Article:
Manchester United may be close to striking out with Eric Bailly. The Ivorian, signed for £30m in 2016, has just completed a three-game suspension for a reckless and rather needless challenge in his first chance to impress interim manager Ole Gunnar Solskjaer against Bournemouth and remains heavily linked with a move out of Old Trafford before the start of next season.
Bailly arrived from Villarreal as an unpolished gem. He showed much early promise and his aggressive style of play looked as though it would be well suited to the bruising world of Premier League football, so long as his rough edges could be smoothed out.
Two-and-a-half seasons on, Bailly appears arguably less polished than when he arrived. At nearly 25 years of age, he also no longer has the ‘developing talent’ label to hide behind.
If anything, his rash tendencies are evidence that he is trying too hard to impress, to stake his claim for a regular place and prove that he can be a United player. But all too often when he has been given a chance this season, Bailly has been more of a liability than an asset.
It has been a different story for United with Victor Lindelof, signed 12 months after Bailly for a similar fee. Unlike his fellow centre-back, the Swede started slowly in England and has taken his time to develop and improve, now reaching a point where he is the best defender at the club.
Following his high profile arrival from Benfica, Lindelof had relatively quickly been labelled a ‘flop’ by a bloodthirsty media. Previous manager Jose Mourinho initially only trusted him in the more technical setting of the Champions League and against lower league opposition in the EFL Cup, away from the nitty gritty cutthroat world of the Premier League.
In fact, Lindelof wasn’t even named on the bench by Mourinho for six of the opening seven league fixtures of last season. He eventually made his Premier League debut as a last minute substitute against Liverpool in mid-October, soon followed by a complete nightmare at Huddersfield, where injury to Phil Jones saw him thrown into the game during the first half.
Lindelof was culpable for both Huddersfield goals as United lost, turned inside out by Tom Ince in the build up to the first and misjudging a high ball to let Laurent Depoitre in for the second. Mourinho was keen to avoid pointing the finger, but the press viewed the game as ‘evidence’ of why the boss had been so unwilling to use his expensive new signing.
Unsurprisingly, Lindelof was immediately ejected from the squad for the next two Premier League games, either side of also being dropped to the bench in Europe. He continued to be in and out of the team for the remainder of the season, although there were flashes of potential, on his return to action for a 4-1 win against Newcastle that November, for example.
But if a difficult club season had been a test of his mentality, Lindelof couldn’t have wished for a better summer. Chosen for the World Cup, he helped Sweden top their group ahead of holders Germany and perennial knockout team Mexico, and go as far as the quarter finals for the country’s best performance on the global stage in 24 years and in his lifetime – as chance would have it he was born the day after Sweden’s third/fourth place playoff game at USA ’94.
And when it recently came to handing out the 2018 Guldbollen to Sweden’s player of the year, a prize won 11 times by Zlatan Ibrahimovic and previously by the likes of Henrik Larsson and Gunnar Nordahl, the gong went to Lindelof ahead of any of his colleagues.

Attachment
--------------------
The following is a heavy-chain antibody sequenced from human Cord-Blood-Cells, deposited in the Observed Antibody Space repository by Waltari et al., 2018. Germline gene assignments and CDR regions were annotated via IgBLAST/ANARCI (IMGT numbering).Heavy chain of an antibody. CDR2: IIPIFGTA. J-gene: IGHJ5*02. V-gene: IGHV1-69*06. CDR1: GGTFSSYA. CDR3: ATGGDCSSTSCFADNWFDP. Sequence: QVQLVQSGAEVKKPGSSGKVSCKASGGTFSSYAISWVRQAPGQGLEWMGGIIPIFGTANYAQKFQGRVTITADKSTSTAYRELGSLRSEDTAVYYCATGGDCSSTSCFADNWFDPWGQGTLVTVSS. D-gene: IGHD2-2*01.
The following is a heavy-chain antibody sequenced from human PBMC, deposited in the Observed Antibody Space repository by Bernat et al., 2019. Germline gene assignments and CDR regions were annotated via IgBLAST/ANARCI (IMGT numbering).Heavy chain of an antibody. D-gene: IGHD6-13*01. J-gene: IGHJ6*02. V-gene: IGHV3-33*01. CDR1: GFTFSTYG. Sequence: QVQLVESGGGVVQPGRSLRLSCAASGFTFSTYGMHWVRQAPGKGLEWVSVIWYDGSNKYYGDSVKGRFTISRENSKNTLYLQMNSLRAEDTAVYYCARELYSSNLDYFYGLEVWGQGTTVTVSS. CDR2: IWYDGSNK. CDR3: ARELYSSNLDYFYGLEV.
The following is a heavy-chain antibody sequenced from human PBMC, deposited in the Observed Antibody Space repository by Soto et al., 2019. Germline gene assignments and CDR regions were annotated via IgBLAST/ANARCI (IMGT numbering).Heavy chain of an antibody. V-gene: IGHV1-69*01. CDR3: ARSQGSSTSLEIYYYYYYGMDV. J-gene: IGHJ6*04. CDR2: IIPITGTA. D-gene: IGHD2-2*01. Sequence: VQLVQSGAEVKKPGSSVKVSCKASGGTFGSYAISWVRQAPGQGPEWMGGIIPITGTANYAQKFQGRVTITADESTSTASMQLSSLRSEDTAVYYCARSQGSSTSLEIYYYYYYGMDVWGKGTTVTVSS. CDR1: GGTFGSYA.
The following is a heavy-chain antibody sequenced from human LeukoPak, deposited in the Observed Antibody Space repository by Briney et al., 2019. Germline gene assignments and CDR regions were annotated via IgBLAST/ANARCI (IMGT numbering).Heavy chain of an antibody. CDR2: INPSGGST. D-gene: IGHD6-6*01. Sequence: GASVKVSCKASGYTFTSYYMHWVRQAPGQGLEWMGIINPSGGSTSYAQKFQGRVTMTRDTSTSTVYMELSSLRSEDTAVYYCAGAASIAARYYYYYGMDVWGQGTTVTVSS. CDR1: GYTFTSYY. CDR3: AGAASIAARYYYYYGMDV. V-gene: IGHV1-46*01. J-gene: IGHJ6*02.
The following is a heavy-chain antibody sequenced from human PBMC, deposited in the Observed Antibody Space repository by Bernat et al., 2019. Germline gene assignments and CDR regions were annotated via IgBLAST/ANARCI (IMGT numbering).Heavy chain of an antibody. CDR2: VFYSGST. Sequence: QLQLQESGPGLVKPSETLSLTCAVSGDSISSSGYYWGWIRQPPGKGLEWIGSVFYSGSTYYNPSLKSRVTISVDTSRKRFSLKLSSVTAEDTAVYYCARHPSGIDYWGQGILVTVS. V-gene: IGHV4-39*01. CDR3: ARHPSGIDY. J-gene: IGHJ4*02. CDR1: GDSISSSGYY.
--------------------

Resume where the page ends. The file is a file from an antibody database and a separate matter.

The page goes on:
High on confidence after the World Cup, combined with the important experiences of his debut season with United, and after a full 12 months of also settling off the pitch, Lindelof, now 24 years of age, was ready to make good on his potential when the 2018/19 campaign kicked off. And that is exactly what has happened, even more so in the last few weeks alone.
There were up and down moments earlier in the season – he was even dropped briefly in early December and perhaps no United player can be fairly judged on the final few months of Mourinho’s reign. But, right now, Lindelof is one of the first names on the teamsheet and seems likely to stay there, probably for years, if he continues his current form and develops further as expected.
Fans perhaps don’t always see what Lindelof does because of his more subtle style, and when he plays well it doesn’t command the same attention that a more high octane defender like Bailly would. What the ‘Ice Man’ is brilliant at his reading danger and positioning himself accordingly.
He is what one might describe as a ‘clean shorts’ defender, where the anticipation is higher and the need to make heroic slide tackles and blocks is less. But that isn’t to say the physical is beyond him – an article published on United’s official website after the Tottenham game even spoke of déjà vu for Nemanja Vidic when Lindelof strongly tackled Harry Winks.
There was a short passage of play against Newcastle recently in which he won a header, made a good pass and won a tackle, all in a short burst, perfectly encapsulating what a modern centre-back needs to be.
Lindelof isn’t the finished product yet by any means – he is only now the same age as Vidic was when he arrived at Old Trafford this month 13 years ago – and still also needs a world class partner, or at least someone other than Phil Jones, to take things to the next level. Whether that could be Napoli’s Kalidou Koulibaly, as argued here, remains to be seen. But what appears increasingly more certain with each passing game is that United were right to buy Lindelof, right to keep faith when things got tough, and will now reap the rewards for a long time yet to come.